To be honest, I do not see why you would need to demonstrate various expressions all the time when you speak in English. Why? If I may add, many native English speakers always seem to try to present their power, strength and ability as well as their vocabulary. I believe that it must be only natural in some countries, but things are opposite in Japan. People try to avoid showing things off.

This is one example for real about one ex-Yokozuna who was in the highest rank in Sumo. Have you seen Sumo? It’s the traditional Japanese-style wrestling. When a sumo-wrestler from a foreign country held up his fists when he became a champion, Japanese people criticized him saying “He showed off his victory.” We prefer coolness. He showed off what he had done too much and people hated it.

Now, there is another example in Tokyo. I was in a train which was in a station with the doors open. When a woman was about to get on, the doors started closing. One American man held the door with his hands and let the woman through. The sensor of the doors may have detected an error, the doors opened again, and we heard an announcement saying that they had troubles with the doors. The American man held up his fists smiling, yelling and looking around, and then looked at people nearby. No one responded him or said anything there. I was just surprised to see how an American man showed off his strength.

Anyway, you do not need to represent your strength or rich vocabulary in Japan.
You may say why showing your strength is connected with your wide vocabulary, but proving your large vocabulary all the time seems to be demonstrating your ability for me. If you do the worst that could happen is Japanese people may dislike you. However, showing your ability and vocabulary must be only too natural for you, and you might not understand what I mean here. Just keep in mind, if you are planning to visit Japan, "THE NAIL THAT STICKS OUT GETS BANGED DOWN." Demonstrating your abilities too much is sometimes regarded as destroying the harmony in my country.

I ask for your kind understanding that I just want to say there are many differences among countries, and don’t mean to offend any foreign cultures. I just hope this will help you if you have a chance to work with Japanese people in the future. Lastly, I just want you know; if Japanese people do not seem to be with a confident, they just prefer to be humility and are not fool.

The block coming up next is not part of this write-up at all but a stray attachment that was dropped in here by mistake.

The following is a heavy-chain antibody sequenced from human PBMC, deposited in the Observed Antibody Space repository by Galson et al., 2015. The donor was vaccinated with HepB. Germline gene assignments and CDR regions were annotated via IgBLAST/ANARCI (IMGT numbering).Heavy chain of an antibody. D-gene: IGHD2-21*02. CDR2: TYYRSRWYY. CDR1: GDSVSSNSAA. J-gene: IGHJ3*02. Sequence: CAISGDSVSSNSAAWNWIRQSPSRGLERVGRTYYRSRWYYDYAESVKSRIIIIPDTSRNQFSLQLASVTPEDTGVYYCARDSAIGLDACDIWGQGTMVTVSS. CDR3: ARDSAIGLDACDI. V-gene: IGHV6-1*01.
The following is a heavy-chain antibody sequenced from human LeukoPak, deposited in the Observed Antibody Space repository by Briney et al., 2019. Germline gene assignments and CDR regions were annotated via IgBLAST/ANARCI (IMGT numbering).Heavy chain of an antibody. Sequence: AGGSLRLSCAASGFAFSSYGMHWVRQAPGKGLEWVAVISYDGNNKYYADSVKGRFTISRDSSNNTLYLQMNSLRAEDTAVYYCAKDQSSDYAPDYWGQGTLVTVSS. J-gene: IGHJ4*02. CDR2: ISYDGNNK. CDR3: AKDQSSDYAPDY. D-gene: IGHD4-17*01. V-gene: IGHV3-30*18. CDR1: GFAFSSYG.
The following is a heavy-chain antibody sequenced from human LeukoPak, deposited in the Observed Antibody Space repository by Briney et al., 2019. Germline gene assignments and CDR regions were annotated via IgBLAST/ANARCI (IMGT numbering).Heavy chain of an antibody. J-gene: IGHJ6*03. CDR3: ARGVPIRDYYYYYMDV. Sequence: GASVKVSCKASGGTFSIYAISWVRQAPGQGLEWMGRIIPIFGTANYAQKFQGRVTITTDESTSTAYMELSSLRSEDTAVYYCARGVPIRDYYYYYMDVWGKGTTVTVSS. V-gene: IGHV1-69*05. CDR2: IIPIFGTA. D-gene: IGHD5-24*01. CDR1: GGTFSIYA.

Thank you.
yuri, I honestly believe that you need to start a specific thread where you can help other members learn more about Japan and the Japanese. If we use this thread, that will be too confusing I believe.
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dogsbody70 (Offline)
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05-07-2011, 04:11 PM

part of Yuri's recent message about behaviour in Japan.

"Anyway, you do not need to represent your strength or rich vocabulary in Japan.
You may say why showing your strength is connected with your wide vocabulary, but proving your large vocabulary all the time seems to be demonstrating your ability for me. If you do the worst that could happen is Japanese people may dislike you. However, showing your ability and vocabulary must be only too natural for you, and you might not understand what I mean here. Just keep in mind, if you are planning to visit Japan, "THE NAIL THAT STICKS OUT GETS BANGED DOWN." Demonstrating your abilities too much is sometimes regarded as destroying the harmony in my country."

It seems that you dislike individuals doing things that may draw unwanted attention to them.


That American who held the train doors open-- I guess thought he was being helpful.

I have never been to america-- so do not know if that would be a common occurrence.

I have seen films where Passengers on crowded trains inJapan are pushed in by special Guards-- that must be awful really-- I know that I would panic if I was forced backwards into the crowded train.


When you mention the nail that is banged down means that nobody is supposed to do anything that will draw attention to them.

Visitors from other countries--will surely try to co-operate if they understand the Rules and regulations of your country.

I asked you about the group where one girl would suggest they go to a certain film-- and the rest would agree rather than cause disharmony. so therefore== aothough some of them may not actually want to go to that film, they will just agree and go with the others.


Personally I find that hard, surely a discussion should take place so that others can give their opinions.


I would not want to be forced to go somewhere that I did not wish to go to-- just because one person in a group makes the suggestion.

Harmony at any cost. Mm. That is not democratic really.

It s a case of always doing as one is told--individuality being strongly discouraged.

No doubt visitors will try to behave well. it should take some real adjustment for those who go to japan-- needing to respect the Japanese way of life.